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At some point this file will hold some useful tutorial on how to include assertions in Chicken code, making it easy to detect errors in programs.
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You can use assert with an expression that should always evaluate to true. For example,
(define (string-first str) (assert (string? str)) (string-ref str 0))
If the above function is called with, say, a number, you'll get the following error:
Error: assertion failed: (string? str)
Note that this doesn't always point to the function where the assertion failed. If you have multiple (string? str) assertions, you'll have to hunt it down. For this reason, a common practice (at least for me) is to include the function's name in the assertion, as in:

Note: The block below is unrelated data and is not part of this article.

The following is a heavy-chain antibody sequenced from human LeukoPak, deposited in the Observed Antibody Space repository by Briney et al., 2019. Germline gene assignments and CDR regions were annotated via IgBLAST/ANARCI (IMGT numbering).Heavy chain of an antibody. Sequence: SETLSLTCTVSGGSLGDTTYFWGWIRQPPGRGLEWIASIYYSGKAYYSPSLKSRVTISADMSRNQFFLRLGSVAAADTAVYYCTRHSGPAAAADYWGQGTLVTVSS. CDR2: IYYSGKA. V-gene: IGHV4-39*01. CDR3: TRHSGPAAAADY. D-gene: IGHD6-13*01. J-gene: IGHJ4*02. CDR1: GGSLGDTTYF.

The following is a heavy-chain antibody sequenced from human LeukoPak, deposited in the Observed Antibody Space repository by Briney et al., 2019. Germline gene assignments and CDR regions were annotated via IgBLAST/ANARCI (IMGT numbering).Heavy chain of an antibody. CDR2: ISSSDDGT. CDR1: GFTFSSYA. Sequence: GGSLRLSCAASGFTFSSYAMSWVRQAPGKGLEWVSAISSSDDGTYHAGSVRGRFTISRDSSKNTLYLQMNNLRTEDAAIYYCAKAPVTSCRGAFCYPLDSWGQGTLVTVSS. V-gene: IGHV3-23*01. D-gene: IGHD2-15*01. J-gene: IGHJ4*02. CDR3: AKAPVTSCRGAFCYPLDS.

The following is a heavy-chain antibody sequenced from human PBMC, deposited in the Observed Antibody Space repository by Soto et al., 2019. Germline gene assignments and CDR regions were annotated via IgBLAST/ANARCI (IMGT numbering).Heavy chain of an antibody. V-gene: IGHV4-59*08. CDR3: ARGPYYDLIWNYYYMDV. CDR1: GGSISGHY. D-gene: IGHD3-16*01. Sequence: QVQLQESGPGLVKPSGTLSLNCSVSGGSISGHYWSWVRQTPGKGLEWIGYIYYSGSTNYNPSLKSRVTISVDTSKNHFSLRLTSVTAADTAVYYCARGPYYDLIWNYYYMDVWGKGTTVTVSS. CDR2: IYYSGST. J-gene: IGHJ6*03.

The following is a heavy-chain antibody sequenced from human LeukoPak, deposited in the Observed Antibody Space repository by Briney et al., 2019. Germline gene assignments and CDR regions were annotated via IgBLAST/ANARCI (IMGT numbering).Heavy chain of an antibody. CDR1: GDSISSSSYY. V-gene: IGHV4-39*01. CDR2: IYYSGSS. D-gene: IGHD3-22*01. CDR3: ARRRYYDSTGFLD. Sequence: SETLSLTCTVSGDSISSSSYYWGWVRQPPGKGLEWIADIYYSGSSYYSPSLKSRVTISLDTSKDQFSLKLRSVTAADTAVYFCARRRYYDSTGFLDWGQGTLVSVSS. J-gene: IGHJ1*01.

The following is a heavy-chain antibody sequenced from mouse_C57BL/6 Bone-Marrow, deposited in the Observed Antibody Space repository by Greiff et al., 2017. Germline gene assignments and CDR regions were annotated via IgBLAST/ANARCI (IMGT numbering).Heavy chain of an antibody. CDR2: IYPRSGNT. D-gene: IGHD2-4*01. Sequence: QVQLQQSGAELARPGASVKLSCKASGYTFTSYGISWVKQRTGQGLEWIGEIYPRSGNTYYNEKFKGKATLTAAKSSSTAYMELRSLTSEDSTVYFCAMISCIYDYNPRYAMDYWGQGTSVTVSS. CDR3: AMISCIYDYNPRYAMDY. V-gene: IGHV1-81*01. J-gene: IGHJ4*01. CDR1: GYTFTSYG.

(define (string-first str) (assert (and 'string-first (string? str))) (string-ref str 0))
In this case the error for the failed assertion will include the function's name, making it easier to find where it occurred. Of course, you will still need to find the caller...